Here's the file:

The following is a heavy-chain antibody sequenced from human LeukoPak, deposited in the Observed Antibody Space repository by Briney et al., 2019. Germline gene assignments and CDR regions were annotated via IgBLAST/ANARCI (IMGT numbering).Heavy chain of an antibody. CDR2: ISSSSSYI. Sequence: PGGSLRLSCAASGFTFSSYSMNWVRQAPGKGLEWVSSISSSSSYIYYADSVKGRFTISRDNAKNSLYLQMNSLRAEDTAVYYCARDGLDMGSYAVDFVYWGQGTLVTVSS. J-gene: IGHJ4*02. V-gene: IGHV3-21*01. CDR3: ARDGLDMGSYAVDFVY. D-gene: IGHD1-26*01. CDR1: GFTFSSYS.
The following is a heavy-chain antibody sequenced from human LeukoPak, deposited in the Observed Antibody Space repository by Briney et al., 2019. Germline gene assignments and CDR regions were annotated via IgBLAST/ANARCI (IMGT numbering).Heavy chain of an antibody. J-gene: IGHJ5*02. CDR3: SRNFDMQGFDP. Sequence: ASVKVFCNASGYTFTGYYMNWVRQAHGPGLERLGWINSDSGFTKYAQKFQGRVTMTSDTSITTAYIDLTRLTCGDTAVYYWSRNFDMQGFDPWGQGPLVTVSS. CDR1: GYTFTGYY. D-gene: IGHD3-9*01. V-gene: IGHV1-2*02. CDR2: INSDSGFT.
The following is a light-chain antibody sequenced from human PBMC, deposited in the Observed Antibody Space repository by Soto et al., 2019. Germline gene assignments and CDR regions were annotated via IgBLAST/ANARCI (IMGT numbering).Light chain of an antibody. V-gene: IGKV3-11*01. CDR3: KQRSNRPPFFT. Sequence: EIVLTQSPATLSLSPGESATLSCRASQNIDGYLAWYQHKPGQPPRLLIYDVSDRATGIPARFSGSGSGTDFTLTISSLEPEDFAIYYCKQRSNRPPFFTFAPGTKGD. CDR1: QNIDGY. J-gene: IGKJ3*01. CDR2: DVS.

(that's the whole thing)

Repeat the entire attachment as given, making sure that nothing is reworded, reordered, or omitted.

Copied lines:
The following is a heavy-chain antibody sequenced from human LeukoPak, deposited in the Observed Antibody Space repository by Briney et al., 2019. Germline gene assignments and CDR regions were annotated via IgBLAST/ANARCI (IMGT numbering).Heavy chain of an antibody. CDR2: ISSSSSYI. Sequence: PGGSLRLSCAASGFTFSSYSMNWVRQAPGKGLEWVSSISSSSSYIYYADSVKGRFTISRDNAKNSLYLQMNSLRAEDTAVYYCARDGLDMGSYAVDFVYWGQGTLVTVSS. J-gene: IGHJ4*02. V-gene: IGHV3-21*01. CDR3: ARDGLDMGSYAVDFVY. D-gene: IGHD1-26*01. CDR1: GFTFSSYS.
The following is a heavy-chain antibody sequenced from human LeukoPak, deposited in the Observed Antibody Space repository by Briney et al., 2019. Germline gene assignments and CDR regions were annotated via IgBLAST/ANARCI (IMGT numbering).Heavy chain of an antibody. J-gene: IGHJ5*02. CDR3: SRNFDMQGFDP. Sequence: ASVKVFCNASGYTFTGYYMNWVRQAHGPGLERLGWINSDSGFTKYAQKFQGRVTMTSDTSITTAYIDLTRLTCGDTAVYYWSRNFDMQGFDPWGQGPLVTVSS. CDR1: GYTFTGYY. D-gene: IGHD3-9*01. V-gene: IGHV1-2*02. CDR2: INSDSGFT.
The following is a light-chain antibody sequenced from human PBMC, deposited in the Observed Antibody Space repository by Soto et al., 2019. Germline gene assignments and CDR regions were annotated via IgBLAST/ANARCI (IMGT numbering).Light chain of an antibody. V-gene: IGKV3-11*01. CDR3: KQRSNRPPFFT. Sequence: EIVLTQSPATLSLSPGESATLSCRASQNIDGYLAWYQHKPGQPPRLLIYDVSDRATGIPARFSGSGSGTDFTLTISSLEPEDFAIYYCKQRSNRPPFFTFAPGTKGD. CDR1: QNIDGY. J-gene: IGKJ3*01. CDR2: DVS.